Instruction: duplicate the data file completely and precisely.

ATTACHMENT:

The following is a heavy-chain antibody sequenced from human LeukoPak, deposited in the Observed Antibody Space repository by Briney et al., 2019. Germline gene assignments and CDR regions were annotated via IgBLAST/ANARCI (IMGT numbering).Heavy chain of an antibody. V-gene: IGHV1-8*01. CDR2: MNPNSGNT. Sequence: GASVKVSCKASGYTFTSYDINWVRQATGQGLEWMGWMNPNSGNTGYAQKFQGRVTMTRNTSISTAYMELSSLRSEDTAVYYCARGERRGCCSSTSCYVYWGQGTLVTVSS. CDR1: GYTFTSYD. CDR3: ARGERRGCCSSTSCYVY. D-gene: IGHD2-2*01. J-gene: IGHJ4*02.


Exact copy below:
The following is a heavy-chain antibody sequenced from human LeukoPak, deposited in the Observed Antibody Space repository by Briney et al., 2019. Germline gene assignments and CDR regions were annotated via IgBLAST/ANARCI (IMGT numbering).Heavy chain of an antibody. V-gene: IGHV1-8*01. CDR2: MNPNSGNT. Sequence: GASVKVSCKASGYTFTSYDINWVRQATGQGLEWMGWMNPNSGNTGYAQKFQGRVTMTRNTSISTAYMELSSLRSEDTAVYYCARGERRGCCSSTSCYVYWGQGTLVTVSS. CDR1: GYTFTSYD. CDR3: ARGERRGCCSSTSCYVY. D-gene: IGHD2-2*01. J-gene: IGHJ4*02.